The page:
Delta Air Lines
The big problem with Delta's thinking, though, is that a huge part of the cost of jet fuel is driven by the price of oil. As a result, the only savings Delta can possibly get from the deal are driven by something called the crack spread -- the difference between the price of a barrel of oil and the price of the products refined from it.
Why are they doing this?
Delta thinks there's an estimated $300 million in annual fuel savings from the deal. To get at that potential, it's planning to invest $150 million of its own cash -- joined by $30 million in Pennsylvania taxpayers' money -- to buy the refinery. It's spending an additional $100 million of its own money to upgrade the plant to be more focused on producing jet fuel.
That's $280 million total up front ($250 million from the company, the rest from Pennsylvania), for a potential $300 million a year in savings. That's good money, if they can get it. The only problem is that the savings will likely be tougher to actually pocket than the airline would like.
Where are the risks?
For one thing, if there's really $300 million a year in potential value based on a mere $100 million in refinery upgrade investments, why didn't ConocoPhillips make that sort of upgrade investment itself? A greater-than-200% rate of return like that would seem to be a no-brainer for any smart oil company. Instead, the refinery had been idled and slated to be closed, due in large part to continuing losses driven by the fact that it relies on some of the most expensive grades of crude oil as input.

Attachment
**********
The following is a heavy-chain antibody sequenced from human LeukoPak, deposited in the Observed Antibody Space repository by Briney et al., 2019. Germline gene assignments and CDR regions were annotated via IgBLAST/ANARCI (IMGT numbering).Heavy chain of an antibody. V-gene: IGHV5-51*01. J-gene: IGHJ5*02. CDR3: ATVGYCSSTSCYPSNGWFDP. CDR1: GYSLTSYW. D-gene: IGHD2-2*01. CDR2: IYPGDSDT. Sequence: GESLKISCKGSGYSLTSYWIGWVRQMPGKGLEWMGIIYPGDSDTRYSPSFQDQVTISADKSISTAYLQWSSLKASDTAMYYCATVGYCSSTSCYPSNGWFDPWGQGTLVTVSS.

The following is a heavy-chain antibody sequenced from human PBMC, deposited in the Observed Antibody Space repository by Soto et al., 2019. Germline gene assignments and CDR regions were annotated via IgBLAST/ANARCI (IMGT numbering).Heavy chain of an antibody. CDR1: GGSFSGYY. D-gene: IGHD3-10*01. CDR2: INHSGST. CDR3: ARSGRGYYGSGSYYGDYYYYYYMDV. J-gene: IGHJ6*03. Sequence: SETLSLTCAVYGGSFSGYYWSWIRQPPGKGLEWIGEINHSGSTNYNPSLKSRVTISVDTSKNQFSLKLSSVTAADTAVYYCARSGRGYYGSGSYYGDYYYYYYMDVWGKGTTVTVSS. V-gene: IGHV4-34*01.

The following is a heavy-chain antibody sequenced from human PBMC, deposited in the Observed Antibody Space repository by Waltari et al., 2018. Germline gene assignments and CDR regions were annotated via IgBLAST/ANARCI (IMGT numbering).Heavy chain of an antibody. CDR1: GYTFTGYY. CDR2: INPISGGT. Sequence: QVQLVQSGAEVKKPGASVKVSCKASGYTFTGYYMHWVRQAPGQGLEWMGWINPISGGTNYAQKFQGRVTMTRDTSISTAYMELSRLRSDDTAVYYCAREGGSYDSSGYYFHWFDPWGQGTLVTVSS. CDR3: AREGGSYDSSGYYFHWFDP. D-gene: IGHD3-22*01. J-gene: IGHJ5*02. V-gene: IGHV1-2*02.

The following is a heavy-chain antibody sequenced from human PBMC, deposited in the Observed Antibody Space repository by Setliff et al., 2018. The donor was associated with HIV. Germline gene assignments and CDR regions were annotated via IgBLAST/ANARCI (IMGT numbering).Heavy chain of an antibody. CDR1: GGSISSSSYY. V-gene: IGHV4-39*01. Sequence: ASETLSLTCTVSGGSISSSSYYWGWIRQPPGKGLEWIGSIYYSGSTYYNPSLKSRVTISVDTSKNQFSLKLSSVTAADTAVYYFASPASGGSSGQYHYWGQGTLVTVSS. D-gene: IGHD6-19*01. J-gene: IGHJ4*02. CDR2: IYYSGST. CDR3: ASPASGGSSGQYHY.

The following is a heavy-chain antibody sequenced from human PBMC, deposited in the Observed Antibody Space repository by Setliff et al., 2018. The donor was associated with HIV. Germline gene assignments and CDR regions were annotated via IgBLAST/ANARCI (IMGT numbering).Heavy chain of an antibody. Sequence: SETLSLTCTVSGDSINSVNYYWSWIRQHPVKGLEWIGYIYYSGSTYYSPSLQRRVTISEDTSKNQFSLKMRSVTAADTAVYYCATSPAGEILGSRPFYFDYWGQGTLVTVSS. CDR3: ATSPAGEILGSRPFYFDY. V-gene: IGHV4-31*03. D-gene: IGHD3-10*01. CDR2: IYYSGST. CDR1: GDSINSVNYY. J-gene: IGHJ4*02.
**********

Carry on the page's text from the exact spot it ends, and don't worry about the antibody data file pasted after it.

While Delta will be getting its crude oil from BP
For another, refining is a notoriously difficult business in which to consistently do well. Valero Energy
For yet another, assume for a minute that Delta is successful in its quest to operate the refinery efficiently and turn it into its own private supply of cost-effective jet fuel. Think about that from an economics 101 perspective. By servicing its own demand privately with new capacity brought in from the now idle plant, it'd effectively be increasing the supply of jet fuel available on the market from other refineries.
The refinery capacity that's currently slated for Delta simply becomes available to service the other airlines, whose demand isn't changing. In other words, if this works out for Delta, all the airlines benefit from a tighter crack spread, but only Delta has to cover the purchase, investment, financing, and operating costs of running a refinery. It seems like the best case for Delta is an even better case for competition like United Continental
Where's the upside?
Whether you look at it from the perspective of the facility itself, the economics of the refining industry, or the market implications if the plan is successful, there doesn't seem to be a clear win for Delta. Running an airline is an incredibly difficult business where small fortunes are often made by starting with large fortunes. An investment like this with no clear path to a sustainable competitive advantage seems like yet another airline pathway to make a small fortune by starting with a large one.
Take this capital allocation decision and mix it with the airline industry's history of financial challenges leading to bankruptcies, and now looks like the right time to make an underperform CAPScall on Delta. Indeed, I've done just that and put my All-Star rating on the line at Motley Fool CAPS with that call.
At the time of publication, Fool contributor Chuck Saletta did not own shares of any company mentioned in this article, but his wife owned shares of Valero Energy. Click here to see his holdings and a short bio. The Motley Fool has a disclosure policy.